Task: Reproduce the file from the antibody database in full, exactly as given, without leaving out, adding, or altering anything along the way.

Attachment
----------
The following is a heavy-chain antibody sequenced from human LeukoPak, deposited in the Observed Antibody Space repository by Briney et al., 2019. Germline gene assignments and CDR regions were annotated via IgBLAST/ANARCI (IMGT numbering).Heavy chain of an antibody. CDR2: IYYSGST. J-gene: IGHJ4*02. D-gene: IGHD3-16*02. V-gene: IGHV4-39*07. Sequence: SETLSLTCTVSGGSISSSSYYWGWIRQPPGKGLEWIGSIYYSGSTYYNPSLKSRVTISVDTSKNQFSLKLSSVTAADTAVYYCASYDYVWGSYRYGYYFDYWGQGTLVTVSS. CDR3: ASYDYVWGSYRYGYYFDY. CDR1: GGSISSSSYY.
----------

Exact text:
The following is a heavy-chain antibody sequenced from human LeukoPak, deposited in the Observed Antibody Space repository by Briney et al., 2019. Germline gene assignments and CDR regions were annotated via IgBLAST/ANARCI (IMGT numbering).Heavy chain of an antibody. CDR2: IYYSGST. J-gene: IGHJ4*02. D-gene: IGHD3-16*02. V-gene: IGHV4-39*07. Sequence: SETLSLTCTVSGGSISSSSYYWGWIRQPPGKGLEWIGSIYYSGSTYYNPSLKSRVTISVDTSKNQFSLKLSSVTAADTAVYYCASYDYVWGSYRYGYYFDYWGQGTLVTVSS. CDR3: ASYDYVWGSYRYGYYFDY. CDR1: GGSISSSSYY.